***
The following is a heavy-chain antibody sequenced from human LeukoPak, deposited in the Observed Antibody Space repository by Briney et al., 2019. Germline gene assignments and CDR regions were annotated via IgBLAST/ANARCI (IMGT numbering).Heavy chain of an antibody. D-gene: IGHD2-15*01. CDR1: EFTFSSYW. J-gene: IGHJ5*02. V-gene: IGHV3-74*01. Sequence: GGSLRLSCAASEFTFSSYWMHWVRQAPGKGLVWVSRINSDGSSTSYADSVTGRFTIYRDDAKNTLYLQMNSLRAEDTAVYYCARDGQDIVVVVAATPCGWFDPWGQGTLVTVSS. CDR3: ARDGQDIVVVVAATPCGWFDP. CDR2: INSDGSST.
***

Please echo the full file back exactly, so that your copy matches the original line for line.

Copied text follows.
The following is a heavy-chain antibody sequenced from human LeukoPak, deposited in the Observed Antibody Space repository by Briney et al., 2019. Germline gene assignments and CDR regions were annotated via IgBLAST/ANARCI (IMGT numbering).Heavy chain of an antibody. D-gene: IGHD2-15*01. CDR1: EFTFSSYW. J-gene: IGHJ5*02. V-gene: IGHV3-74*01. Sequence: GGSLRLSCAASEFTFSSYWMHWVRQAPGKGLVWVSRINSDGSSTSYADSVTGRFTIYRDDAKNTLYLQMNSLRAEDTAVYYCARDGQDIVVVVAATPCGWFDPWGQGTLVTVSS. CDR3: ARDGQDIVVVVAATPCGWFDP. CDR2: INSDGSST.